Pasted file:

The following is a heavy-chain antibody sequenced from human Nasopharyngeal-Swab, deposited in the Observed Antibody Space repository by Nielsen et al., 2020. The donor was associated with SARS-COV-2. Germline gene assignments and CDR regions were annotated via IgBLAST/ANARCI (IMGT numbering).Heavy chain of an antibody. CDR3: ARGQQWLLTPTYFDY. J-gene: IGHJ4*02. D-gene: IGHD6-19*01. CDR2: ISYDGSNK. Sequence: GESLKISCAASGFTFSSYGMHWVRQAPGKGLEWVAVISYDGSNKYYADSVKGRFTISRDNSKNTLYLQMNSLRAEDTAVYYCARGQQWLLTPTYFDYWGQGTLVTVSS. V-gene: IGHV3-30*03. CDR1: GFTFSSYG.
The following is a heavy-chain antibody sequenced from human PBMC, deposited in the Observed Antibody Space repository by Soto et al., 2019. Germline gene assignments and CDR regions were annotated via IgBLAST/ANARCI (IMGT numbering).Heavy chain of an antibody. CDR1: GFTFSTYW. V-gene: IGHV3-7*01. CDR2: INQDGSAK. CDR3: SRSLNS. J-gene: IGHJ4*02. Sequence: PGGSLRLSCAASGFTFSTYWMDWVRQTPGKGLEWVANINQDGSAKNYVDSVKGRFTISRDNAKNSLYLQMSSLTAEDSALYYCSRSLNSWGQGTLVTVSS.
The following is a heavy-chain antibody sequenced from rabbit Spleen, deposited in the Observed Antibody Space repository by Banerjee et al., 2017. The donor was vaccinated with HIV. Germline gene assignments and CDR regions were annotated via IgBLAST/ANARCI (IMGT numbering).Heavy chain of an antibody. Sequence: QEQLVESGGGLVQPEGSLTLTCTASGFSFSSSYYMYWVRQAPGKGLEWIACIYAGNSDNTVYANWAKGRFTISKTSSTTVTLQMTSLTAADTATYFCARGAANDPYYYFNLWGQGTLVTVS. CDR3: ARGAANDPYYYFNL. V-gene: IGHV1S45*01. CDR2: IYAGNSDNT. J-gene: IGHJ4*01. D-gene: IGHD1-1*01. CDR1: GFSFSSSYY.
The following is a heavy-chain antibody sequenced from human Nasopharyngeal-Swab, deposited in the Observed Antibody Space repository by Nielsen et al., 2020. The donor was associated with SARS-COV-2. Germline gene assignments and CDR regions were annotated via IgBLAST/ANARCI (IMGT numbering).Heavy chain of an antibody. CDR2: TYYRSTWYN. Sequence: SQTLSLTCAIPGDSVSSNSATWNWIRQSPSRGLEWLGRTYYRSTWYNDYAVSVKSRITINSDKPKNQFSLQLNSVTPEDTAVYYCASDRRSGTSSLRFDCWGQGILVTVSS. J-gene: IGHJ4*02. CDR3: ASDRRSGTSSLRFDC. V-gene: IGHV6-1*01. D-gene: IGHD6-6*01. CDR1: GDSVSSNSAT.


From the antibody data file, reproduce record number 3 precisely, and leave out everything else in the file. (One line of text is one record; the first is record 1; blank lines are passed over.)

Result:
The following is a heavy-chain antibody sequenced from rabbit Spleen, deposited in the Observed Antibody Space repository by Banerjee et al., 2017. The donor was vaccinated with HIV. Germline gene assignments and CDR regions were annotated via IgBLAST/ANARCI (IMGT numbering).Heavy chain of an antibody. Sequence: QEQLVESGGGLVQPEGSLTLTCTASGFSFSSSYYMYWVRQAPGKGLEWIACIYAGNSDNTVYANWAKGRFTISKTSSTTVTLQMTSLTAADTATYFCARGAANDPYYYFNLWGQGTLVTVS. CDR3: ARGAANDPYYYFNL. V-gene: IGHV1S45*01. CDR2: IYAGNSDNT. J-gene: IGHJ4*01. D-gene: IGHD1-1*01. CDR1: GFSFSSSYY.